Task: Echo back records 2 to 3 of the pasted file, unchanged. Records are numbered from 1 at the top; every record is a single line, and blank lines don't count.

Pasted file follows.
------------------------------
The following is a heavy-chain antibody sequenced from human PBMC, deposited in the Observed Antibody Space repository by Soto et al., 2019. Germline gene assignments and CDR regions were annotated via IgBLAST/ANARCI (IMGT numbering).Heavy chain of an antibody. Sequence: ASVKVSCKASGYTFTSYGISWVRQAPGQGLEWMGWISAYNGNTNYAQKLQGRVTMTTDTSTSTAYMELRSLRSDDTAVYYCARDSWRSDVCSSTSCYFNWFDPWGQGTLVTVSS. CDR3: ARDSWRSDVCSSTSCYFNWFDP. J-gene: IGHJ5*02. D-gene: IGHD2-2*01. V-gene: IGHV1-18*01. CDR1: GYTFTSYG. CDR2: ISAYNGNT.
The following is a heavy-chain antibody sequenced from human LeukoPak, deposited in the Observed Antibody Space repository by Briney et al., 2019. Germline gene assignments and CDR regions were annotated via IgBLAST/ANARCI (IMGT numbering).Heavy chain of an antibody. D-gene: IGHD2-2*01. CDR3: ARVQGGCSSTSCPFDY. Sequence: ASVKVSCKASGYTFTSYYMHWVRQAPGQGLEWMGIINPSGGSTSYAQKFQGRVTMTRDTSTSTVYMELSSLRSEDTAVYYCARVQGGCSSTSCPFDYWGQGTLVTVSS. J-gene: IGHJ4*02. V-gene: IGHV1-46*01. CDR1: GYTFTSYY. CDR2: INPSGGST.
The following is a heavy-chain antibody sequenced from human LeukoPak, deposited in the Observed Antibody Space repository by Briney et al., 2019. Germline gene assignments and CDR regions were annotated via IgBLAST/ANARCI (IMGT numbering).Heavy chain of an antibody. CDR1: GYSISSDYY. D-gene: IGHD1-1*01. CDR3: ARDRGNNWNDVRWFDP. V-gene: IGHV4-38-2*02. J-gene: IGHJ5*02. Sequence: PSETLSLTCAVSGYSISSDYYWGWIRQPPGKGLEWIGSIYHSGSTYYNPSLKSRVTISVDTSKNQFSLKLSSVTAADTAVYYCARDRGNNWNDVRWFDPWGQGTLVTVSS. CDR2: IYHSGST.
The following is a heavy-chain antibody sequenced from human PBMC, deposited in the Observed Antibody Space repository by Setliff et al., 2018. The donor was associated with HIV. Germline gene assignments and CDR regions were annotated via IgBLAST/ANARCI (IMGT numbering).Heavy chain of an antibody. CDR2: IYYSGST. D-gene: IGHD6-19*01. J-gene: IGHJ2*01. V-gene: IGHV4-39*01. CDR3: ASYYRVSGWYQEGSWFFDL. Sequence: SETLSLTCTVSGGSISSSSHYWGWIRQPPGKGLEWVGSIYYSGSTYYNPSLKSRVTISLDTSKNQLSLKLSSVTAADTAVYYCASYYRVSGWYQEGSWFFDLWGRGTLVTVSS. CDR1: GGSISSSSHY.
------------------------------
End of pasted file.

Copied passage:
The following is a heavy-chain antibody sequenced from human LeukoPak, deposited in the Observed Antibody Space repository by Briney et al., 2019. Germline gene assignments and CDR regions were annotated via IgBLAST/ANARCI (IMGT numbering).Heavy chain of an antibody. D-gene: IGHD2-2*01. CDR3: ARVQGGCSSTSCPFDY. Sequence: ASVKVSCKASGYTFTSYYMHWVRQAPGQGLEWMGIINPSGGSTSYAQKFQGRVTMTRDTSTSTVYMELSSLRSEDTAVYYCARVQGGCSSTSCPFDYWGQGTLVTVSS. J-gene: IGHJ4*02. V-gene: IGHV1-46*01. CDR1: GYTFTSYY. CDR2: INPSGGST.
The following is a heavy-chain antibody sequenced from human LeukoPak, deposited in the Observed Antibody Space repository by Briney et al., 2019. Germline gene assignments and CDR regions were annotated via IgBLAST/ANARCI (IMGT numbering).Heavy chain of an antibody. CDR1: GYSISSDYY. D-gene: IGHD1-1*01. CDR3: ARDRGNNWNDVRWFDP. V-gene: IGHV4-38-2*02. J-gene: IGHJ5*02. Sequence: PSETLSLTCAVSGYSISSDYYWGWIRQPPGKGLEWIGSIYHSGSTYYNPSLKSRVTISVDTSKNQFSLKLSSVTAADTAVYYCARDRGNNWNDVRWFDPWGQGTLVTVSS. CDR2: IYHSGST.